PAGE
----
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  • BellPepper blog

Is it too late to invest in UK property?

Updated: Aug 16, 2021

Many of you will have seen the headlines: record price increases, record numbers of transactions, some properties being sold within 1 day of going on the market. The question that will on many investors' minds is: do we jump in now in Fear of Missing Out (FOMO) amidst this current 'boom' ? or should we sit on the sidelines and wait for prices to fall back/crash?

The short answer

No, it's not too late, but you need a very clear strategy, and thorough property and financial analysis to ensure you make an investment that will work for you in the long run.

What's happened recently?

There are big regional variations in property price increases, with London seeing an increase in the year to February 2021 of 4.6%, while the North West saw a rise of 11.9%.

Property transaction numbers have now come off their highs. April 2021 residential transactions were confirmed at ~118,000, 36% below the March figure.

So what does this mean for you if you're thinking of investing? There are a few central points, each of which we will cover in more depth in future blogs:

Most forecasts are wrong - by a big margin

In 2020, the actual increase in UK property prices was +7.6%. Now let's look at the forecasts, all of which were produced after Covid-19 was confirmed as a global pandemic.

March/April 2020: Knight Frank forecast -3%, JLL -8%, CEBR -13%, Savills -10% (then -7.5% in June, then +4% in Sep). This is not to criticise the forecasters, but to illustrate how difficult it is to predict property prices with any level of precision.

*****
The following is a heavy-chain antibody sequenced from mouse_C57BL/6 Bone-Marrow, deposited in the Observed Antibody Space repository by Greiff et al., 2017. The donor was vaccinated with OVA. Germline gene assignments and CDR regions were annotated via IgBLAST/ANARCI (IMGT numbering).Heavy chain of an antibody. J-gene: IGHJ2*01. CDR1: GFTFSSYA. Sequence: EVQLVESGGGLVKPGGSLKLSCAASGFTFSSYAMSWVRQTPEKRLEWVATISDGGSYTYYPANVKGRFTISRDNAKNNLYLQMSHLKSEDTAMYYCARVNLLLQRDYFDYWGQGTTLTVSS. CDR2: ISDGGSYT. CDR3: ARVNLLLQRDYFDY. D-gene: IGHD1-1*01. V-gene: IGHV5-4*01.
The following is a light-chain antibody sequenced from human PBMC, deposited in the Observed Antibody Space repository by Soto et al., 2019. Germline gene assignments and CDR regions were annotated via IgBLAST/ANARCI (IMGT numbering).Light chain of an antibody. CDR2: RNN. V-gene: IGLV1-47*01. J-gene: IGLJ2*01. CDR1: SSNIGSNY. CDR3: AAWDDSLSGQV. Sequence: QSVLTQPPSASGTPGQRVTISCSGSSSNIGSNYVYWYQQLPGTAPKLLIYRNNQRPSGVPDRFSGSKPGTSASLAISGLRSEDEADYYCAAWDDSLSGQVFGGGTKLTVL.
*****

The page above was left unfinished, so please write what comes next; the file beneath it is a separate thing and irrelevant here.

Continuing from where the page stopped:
This means that we should only use forecasts as a general guide, and not the sole basis for any investment decision.

Many fundamentals & policy initiatives point to strong growth

Amongst the Government/central bank supportive actions:

  • Quantitative Easing (QE=creation of money by a central bank to buy bonds) - unprecedented levels in the UK (2009 - £200bn, 2020 - £450bn - more than all previous QE put together), has historically resulted in lower bond yields (cheaper debt) and therefore higher asset prices. Previous bondholders now hold cash, which will go into assets (including equities).

  • Significant increase in government spending on Covid support mechanisms (furlough, job retention scheme, business loan schemes, kickstart scheme, etc).

  • Stamp duty holiday - this has been extended through June 2021, followed by reduced rates until October 2021.

  • A new 95% mortgage guarantee scheme was launched in April 2021. This is designed to increase the availability of 95% Loan-To-Value mortgages.

In addition we have:

Low mortgage rates - some buy to let mortgages are availabe with rate below 2% p.a. It should be mentioned that these will not be available to every investor, and typically rely on a large deposit, but gives an indication of how cheap debt is at present.

Undersupply - An estimated 345,000 new homes are needed in England alone each year to meet demand. The delivery of new homes in 2019/20 was around 244,000, insufficient to meet demand, and placing upward pressure on pricing.

Savings - A large number of people have built up substantial cash savings due to lockdowns. According to the Office for National Statistics, there has been a £186bn increase in deposits over last year.

Property cycle position